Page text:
Page: 46-57 (12)
Author: Riccardo Vecchio and Azzurra Annunziata
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European Union (EU) directives identify specific quality and quantity characteristics of the spaces where animals are kept and detailed breeder behaviour aimed at minimizing animal suffering. The development of European legislation over the years has been characterized by broadening of the scope of action and by an increase in the number of species covered by definitive rules. However, while EU legislation has progressively focused on granting animals better possibilities to express their behavioural repertoire, recent analysis shows that consumer knowledge of animal welfare compulsory standards is still quite limited. This is particularly true for the farming conditions of layer hens even though animal welfare in poultry production systems in the EU has received great legislative attention. Drawing on the results of a direct survey on 300 Italian food shoppers, our research analyzes consumer knowledge of the welfare standards of laying hens. Our findings show that, although the majority of the sample (79%) expressed concern on hen husbandry systems, 67% of respondents were unaware of the current mandatory labelling system for eggs. Through cluster analysis three segments were found: the inactive consumer cluster (39%) that groups respondents claiming not to take animal welfare into account in their food purchasing decisions, the so-called conflicted consumer cluster (48%) including individuals that are reluctant to accept responsibility for animal welfare through their demand for animal-friendly food products, and the ethically competent consumer cluster (13%) consisting of respondents very concerned about animal welfare. Our findings highlight important market opportunities and policy implications.
Page: 58-72 (15)
Author: Juan Carlos Ortuzar and Oscar Alfranca
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The main objective of this study is to determine the relevance of the main attributes for wine, in some geographic areas in supermarket of Santiago, Chile. The study allows us to estimate how different the value of wine characteristics could be depending on different geographical areas. The information used is a panel database for stores. Information from wine guides is also to be considered. These wine guides relate ranking positions with quality attributes. An hedonic model will be estimated. Hedonic models have been widely applied to determine the main characteristics of wine. In general, hedonic studies have focused on wine color or price level segmentation, but these have not been associated with different geographic areas associated with different socioeconomic levels. In this paper, brands and ranking appear to be relevant characteristics for wine value in all segments, mainly because consumers have been exposed to marketing activities, and can detect quality differences between wine brands. The size of bottle is very relevant.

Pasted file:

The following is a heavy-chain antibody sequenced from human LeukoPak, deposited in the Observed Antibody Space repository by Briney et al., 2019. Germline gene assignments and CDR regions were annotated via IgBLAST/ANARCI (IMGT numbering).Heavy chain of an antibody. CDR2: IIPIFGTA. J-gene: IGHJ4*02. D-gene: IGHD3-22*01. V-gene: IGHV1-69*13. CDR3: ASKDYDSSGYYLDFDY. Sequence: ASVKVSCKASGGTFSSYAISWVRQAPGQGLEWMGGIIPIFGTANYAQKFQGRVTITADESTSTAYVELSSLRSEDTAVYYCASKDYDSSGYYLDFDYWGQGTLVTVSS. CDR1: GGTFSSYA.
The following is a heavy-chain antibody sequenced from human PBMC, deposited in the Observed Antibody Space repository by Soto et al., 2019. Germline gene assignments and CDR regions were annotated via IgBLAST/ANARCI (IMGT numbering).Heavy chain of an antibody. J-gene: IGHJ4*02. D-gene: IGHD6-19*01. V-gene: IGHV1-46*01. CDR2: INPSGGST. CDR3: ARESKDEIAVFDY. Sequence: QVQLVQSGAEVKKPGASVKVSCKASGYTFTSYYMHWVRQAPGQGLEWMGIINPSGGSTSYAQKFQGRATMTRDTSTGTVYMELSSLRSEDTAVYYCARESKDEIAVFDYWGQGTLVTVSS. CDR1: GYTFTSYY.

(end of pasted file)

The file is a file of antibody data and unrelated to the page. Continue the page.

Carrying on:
Page: 73-84 (12)
Author: Domingo Calvo Dopico
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The world wine market is mature, together with an increasingly global, open and very competitive environment. Companies have to face the challenge of achieving differentiated quality based on the creation of equity. One of the mechanisms to build this differentiation is the creation of strong brands. The objective of this paper is to find out which sources of brand equity could endow the product with a higher differentiation. To respond to this objective, we carried out a study with five Spanish collective brands: Rioja, Valdeorras, Ribeiro, Rias Baixas, and Ribera de Duero. A panel of 296 consumers assessed the dimensions of brand equity for each of them. Results reveal that the most important source of equity, from the consumer’s point of view, in explaining the formation of brand equity, is territory image. Territory image is a differentiating factor used by consumers to identify and recognise a specific brand among the many alternatives, as well as shaping an excellent source to equity in the consumer’s mind. Another important source of equity is notoriety. Individual or collective efforts in investments to create notoriety and territory image would be very important in creating a strong brand. This is an excellent way to build authentic brand equity. Regarding wineries, the procurement of authenticity will be critical in commanding price premiums and obtaining an advantage against potential competitors.